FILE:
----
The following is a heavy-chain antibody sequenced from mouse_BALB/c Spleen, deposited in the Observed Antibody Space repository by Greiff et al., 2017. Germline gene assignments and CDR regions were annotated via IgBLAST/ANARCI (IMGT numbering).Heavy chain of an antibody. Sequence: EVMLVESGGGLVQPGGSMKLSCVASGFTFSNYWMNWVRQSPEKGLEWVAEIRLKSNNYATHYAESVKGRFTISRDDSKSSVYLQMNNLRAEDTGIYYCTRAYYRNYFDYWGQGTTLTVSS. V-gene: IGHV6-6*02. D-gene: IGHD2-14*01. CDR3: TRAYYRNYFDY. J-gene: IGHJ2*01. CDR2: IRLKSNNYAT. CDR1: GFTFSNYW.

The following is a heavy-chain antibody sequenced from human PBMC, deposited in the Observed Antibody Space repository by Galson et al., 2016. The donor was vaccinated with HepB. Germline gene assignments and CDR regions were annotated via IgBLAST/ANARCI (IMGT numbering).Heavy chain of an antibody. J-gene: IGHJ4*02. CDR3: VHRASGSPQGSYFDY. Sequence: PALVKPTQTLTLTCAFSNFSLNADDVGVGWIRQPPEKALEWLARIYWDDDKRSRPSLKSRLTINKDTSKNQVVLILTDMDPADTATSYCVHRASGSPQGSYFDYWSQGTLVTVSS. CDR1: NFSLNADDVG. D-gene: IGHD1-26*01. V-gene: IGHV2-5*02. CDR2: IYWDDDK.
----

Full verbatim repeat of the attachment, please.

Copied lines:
The following is a heavy-chain antibody sequenced from mouse_BALB/c Spleen, deposited in the Observed Antibody Space repository by Greiff et al., 2017. Germline gene assignments and CDR regions were annotated via IgBLAST/ANARCI (IMGT numbering).Heavy chain of an antibody. Sequence: EVMLVESGGGLVQPGGSMKLSCVASGFTFSNYWMNWVRQSPEKGLEWVAEIRLKSNNYATHYAESVKGRFTISRDDSKSSVYLQMNNLRAEDTGIYYCTRAYYRNYFDYWGQGTTLTVSS. V-gene: IGHV6-6*02. D-gene: IGHD2-14*01. CDR3: TRAYYRNYFDY. J-gene: IGHJ2*01. CDR2: IRLKSNNYAT. CDR1: GFTFSNYW.

The following is a heavy-chain antibody sequenced from human PBMC, deposited in the Observed Antibody Space repository by Galson et al., 2016. The donor was vaccinated with HepB. Germline gene assignments and CDR regions were annotated via IgBLAST/ANARCI (IMGT numbering).Heavy chain of an antibody. J-gene: IGHJ4*02. CDR3: VHRASGSPQGSYFDY. Sequence: PALVKPTQTLTLTCAFSNFSLNADDVGVGWIRQPPEKALEWLARIYWDDDKRSRPSLKSRLTINKDTSKNQVVLILTDMDPADTATSYCVHRASGSPQGSYFDYWSQGTLVTVSS. CDR1: NFSLNADDVG. D-gene: IGHD1-26*01. V-gene: IGHV2-5*02. CDR2: IYWDDDK.